Date and time
Thursday 8 May 2014
UCL Pearson Building, Exhibition Room GO07, Gower Street, London, WC1E 6BT. (see www.ucl.ac.uk/maps)
The relationship between gentrification and public policy in Berlin – a conversation with London.
Dr. Matthias Bernt (Department of Sociology, Helmholtz Centre, Leipzig)
Tim Butler (KCL)
James Fourniere (KCL)
Juliet Kahne (KCL)
Alan Latham (UCL)
Richard Lee (Just Space)
Paul Watt (Birkbeck).
Professor Loretta Lees (Co-organiser Urban Salon)
Over the last years, an increasing number of scholarly contributions have become interested in the interrelation of gentrification and public policies. Thereby, the idea that public policies today have become a main driver of gentrification has become a somewhat commonly understood fact.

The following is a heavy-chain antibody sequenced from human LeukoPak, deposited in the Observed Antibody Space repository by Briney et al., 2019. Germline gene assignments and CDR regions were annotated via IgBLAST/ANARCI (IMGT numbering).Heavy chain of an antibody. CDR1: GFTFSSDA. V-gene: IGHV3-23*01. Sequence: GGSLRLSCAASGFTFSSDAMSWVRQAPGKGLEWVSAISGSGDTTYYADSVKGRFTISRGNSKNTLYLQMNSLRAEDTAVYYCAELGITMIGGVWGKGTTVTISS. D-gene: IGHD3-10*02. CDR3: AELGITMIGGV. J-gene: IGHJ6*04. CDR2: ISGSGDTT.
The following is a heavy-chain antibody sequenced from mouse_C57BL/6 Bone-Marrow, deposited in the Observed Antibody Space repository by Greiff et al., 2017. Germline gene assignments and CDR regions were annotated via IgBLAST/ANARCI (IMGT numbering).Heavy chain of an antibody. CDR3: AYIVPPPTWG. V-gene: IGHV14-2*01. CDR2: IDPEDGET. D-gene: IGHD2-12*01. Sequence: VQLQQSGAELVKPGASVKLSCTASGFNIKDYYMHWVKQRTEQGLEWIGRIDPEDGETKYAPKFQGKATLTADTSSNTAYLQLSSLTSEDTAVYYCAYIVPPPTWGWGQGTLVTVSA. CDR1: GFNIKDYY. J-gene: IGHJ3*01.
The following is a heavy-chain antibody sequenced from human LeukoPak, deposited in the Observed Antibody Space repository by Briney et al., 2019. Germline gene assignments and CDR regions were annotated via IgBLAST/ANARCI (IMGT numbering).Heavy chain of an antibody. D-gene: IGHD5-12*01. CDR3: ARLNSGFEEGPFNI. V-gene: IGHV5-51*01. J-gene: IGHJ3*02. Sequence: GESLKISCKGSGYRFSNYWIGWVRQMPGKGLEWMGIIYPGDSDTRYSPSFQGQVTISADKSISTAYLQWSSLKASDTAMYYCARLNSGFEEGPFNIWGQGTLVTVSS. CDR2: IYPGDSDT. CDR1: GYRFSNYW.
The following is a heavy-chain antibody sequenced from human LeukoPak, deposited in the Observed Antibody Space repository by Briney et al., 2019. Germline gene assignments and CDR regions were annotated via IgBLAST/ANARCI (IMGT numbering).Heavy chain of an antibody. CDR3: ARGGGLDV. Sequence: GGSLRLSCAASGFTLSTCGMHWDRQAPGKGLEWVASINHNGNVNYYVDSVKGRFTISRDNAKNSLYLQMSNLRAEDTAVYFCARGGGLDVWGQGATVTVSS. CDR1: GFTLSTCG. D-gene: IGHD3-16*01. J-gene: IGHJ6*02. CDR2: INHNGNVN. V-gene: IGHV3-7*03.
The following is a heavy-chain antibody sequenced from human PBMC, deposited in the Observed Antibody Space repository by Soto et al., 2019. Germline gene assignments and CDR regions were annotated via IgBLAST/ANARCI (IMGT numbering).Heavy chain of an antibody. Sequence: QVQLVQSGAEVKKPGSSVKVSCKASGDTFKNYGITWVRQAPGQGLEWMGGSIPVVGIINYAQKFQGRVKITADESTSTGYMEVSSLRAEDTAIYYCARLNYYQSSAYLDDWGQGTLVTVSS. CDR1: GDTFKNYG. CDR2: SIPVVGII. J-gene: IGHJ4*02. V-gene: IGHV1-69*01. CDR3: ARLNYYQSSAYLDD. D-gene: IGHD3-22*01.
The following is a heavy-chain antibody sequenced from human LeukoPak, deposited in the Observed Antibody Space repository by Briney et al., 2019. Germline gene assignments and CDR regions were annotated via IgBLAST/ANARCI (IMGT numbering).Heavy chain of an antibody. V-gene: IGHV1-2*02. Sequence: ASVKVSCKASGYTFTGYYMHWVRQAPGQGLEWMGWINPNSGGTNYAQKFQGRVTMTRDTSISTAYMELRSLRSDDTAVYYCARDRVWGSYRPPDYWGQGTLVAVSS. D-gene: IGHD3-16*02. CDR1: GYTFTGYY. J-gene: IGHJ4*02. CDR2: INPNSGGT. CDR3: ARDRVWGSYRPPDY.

This talk takes issue with this view. It explores the changing interrelation of gentrification and public policy in the neighbourhood of Prenzlauer Berg (Berlin) and argues that while demise in the face of market forces is clearly visible here, the scope of relations between public policies and gentrification is much wider and more complex. The reason for this is the double-character of housing as a commodity and a social right which leads to highly unstable and contradictory regeneration policies.
Against this background I call for more awareness to varying national and local policy contexts in gentrification research. I argue that what is widely coined as “gentrification” is in fact an umbrella term for fairly disparate socio-spatial formations which are marked by different policies and state structures and result in different dynamics of regeneration and population change.